Since before she knew her own name, Elissa had known the voices. There had been a time, she had discovered while studying as a Novice, when people used to shun and fear those like her, who perceived the world not just as it was but also as it could be. For the longest time, before the Fae War and the fall of mankind, they had believed them to be at best pitiful and at most a menace to society.
She did not really care what long-dead people might have thought about her, but she knew that at every step of the way she was followed by a series of echoes, all of them humming in their particular whisper, each of them tantalizing pulling her in this or that direction, straining her being in a galaxy of hooks.
She had never known silence.
So when she felt it for the first time she did not know how to react.
Was she dead?
But being dead would imply she did not perceive anything else.
Her mindscape was gone. She floated in darkness, weightless.
And for the first time since she had opened her eyes on this planet, thoughtless.
The thousand pulleys jockeying for her attention – gone.
What did happen?
It did not make sense.
She tried to pull back onto them, call the Threads to her.
She couldn’t feel her heart picking up pace in this place, but she felt a festering unease creeping into her soul nonetheless.
She tried again, gathering her awareness from the outer world onto her proprioception.
I’m on my own, the realization dawned on her.
Her mind came back to the moment she had pulled up the counterweight. She had shifted it onto the most favorable future and that had not been enough to rip the Threads.
But holding a tiny star in the palm of her hand – and giving it recursive heat, feeding and eating on itself – that had pierced through through the entire fabric that had followed her since her birth from an egg of glass and plastic, from a star of steel and abandoned hopes.
I burned myself up, she realized. Far-off, the ache of her own body reached for her, together with a faint sensation of something trickling into her. It was completely unlike the Threads, it tasted red and iron-like.
She had felt it before when she had used the Threads to corral it back onto life.
Hunter? She called out.
Maybe he couldn’t hear her anymore.
She curled up in the endless void.
It did not really matter.
They wanted to bring her back?
She had just wanted to save Sadja, to give her another chance.
Ah, but I’d like to see her again.
She had managed to tell the truth at last, even to that engineer. She did not mind their company and had enjoyed it, but it was pointless to try and lie to herself. She had done it all for Sadja.
Was she safe? Did she manage to restore the Generator?
Did she help?
And she couldn’t find an answer.
Her heart ached to find out, but nobody and no thing would come out to provide her with one, not even a glimpse of the future.
Or the present.
It did not make sense for her to be still alive, though. Even reduced in this state. And if what she felt at the edge of the awareness was indeed the Hunter, that meant he had survived as well-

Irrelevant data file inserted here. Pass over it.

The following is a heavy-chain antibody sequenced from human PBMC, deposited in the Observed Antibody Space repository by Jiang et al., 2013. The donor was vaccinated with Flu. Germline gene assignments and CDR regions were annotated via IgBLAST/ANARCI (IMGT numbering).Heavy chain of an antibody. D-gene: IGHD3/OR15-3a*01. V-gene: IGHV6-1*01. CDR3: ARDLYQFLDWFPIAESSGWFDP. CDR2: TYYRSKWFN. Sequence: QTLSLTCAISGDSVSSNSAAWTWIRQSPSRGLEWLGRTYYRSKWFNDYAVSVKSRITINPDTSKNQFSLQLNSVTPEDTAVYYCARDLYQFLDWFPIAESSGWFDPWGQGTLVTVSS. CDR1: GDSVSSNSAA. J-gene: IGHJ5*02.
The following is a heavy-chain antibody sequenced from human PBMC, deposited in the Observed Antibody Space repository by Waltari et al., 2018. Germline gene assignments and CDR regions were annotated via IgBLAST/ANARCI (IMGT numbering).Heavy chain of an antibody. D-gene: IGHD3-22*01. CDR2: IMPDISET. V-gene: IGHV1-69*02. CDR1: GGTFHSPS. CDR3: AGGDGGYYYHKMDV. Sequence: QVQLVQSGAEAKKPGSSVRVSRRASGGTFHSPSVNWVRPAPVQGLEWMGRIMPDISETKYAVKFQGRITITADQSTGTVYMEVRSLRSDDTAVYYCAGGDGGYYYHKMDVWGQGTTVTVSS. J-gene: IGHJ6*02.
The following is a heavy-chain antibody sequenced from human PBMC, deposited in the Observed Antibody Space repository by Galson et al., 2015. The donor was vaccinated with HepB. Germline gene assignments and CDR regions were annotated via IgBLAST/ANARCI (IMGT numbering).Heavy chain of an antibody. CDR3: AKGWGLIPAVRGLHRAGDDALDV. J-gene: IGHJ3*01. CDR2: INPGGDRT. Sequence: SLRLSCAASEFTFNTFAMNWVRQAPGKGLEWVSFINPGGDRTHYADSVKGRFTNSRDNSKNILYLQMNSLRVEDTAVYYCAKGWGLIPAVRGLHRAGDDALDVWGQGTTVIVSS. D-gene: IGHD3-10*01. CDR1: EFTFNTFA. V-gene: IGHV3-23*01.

Which meant she could hope?
At least a bit?
She did not like it, it felt a bit like drowning.
Was this how almost everyone felt, without a connection to the Threads?
No wonder she had always been appalled by their chaotic behavior.
But what could she do to come back?
She did not have an answer.
I want to see Sadja.
That was pretty much all that mattered. She could wait for the Hunter to bring her back. Or…
But the Threads were gone. She did not have a shred of her former powers, only endless sheer silence.
Another memory settled uncomfortably in her mind.
Was I really a good girl?
Depends whom you ask.
She turned , but saw nothing. Not that she’d expect to, but…
I am drawn to strong wills. And strong wills are, I like to think, drawn to me. You have proven yourself beyond my wildest dreams.
You sound so proud, Elissa replied. So very kind.
How different was She from Verna, from her last few whispered words? Where would she might end up if… if she…
Is there a chance for me to see her again?
Now that she had lost the Threads, she wouldn’t be able to see anymore.
She’d be a wreck.
It all depends on what you are willing to sacrifice. I have give you another chance, and I have given you wisdom, free of charge. A pause. Elissa knew where this was going. Further help would require a deeper involvement on your part.
I think I understand where this is going. She remembered the first time she had tied herself to the Forest and she had no intention to repeat the process. I thank you for your help so far, if it truly was given without strings attached.
Child. Do not sell yourself short. If it did, you would feel them binding already.
Elissa went back to curl into a ball.
The Hunter was closer. She could feel the far-off aches of her body coming back to her. The pain seeped through in waves.
But she wouldn’t be a thrall of the Forest.
I want to see Sadja again. And I want to be free, she muttered to nobody in particular.
Not really. Not enough. But one day you will. And when that happen, just say my name.
She recoiled at the touch that brushed against her head. She had expected a bony claw, saw-like talons.
No, the fingers that stroke her hair seemed to belong to a gentle woman’s hand.
Which was worse. Much, much worse, because it stirred a longing in her depths.
I will be waiting for you when that happens.
Pic by hiveworkshop.com
Author’s Notes: Always hard to start saying goodbye to Elissa as well. I would have preferred to have a clearly-uplifting finale. But certain characters would not really allow me to. Thanks for reading, at any rate.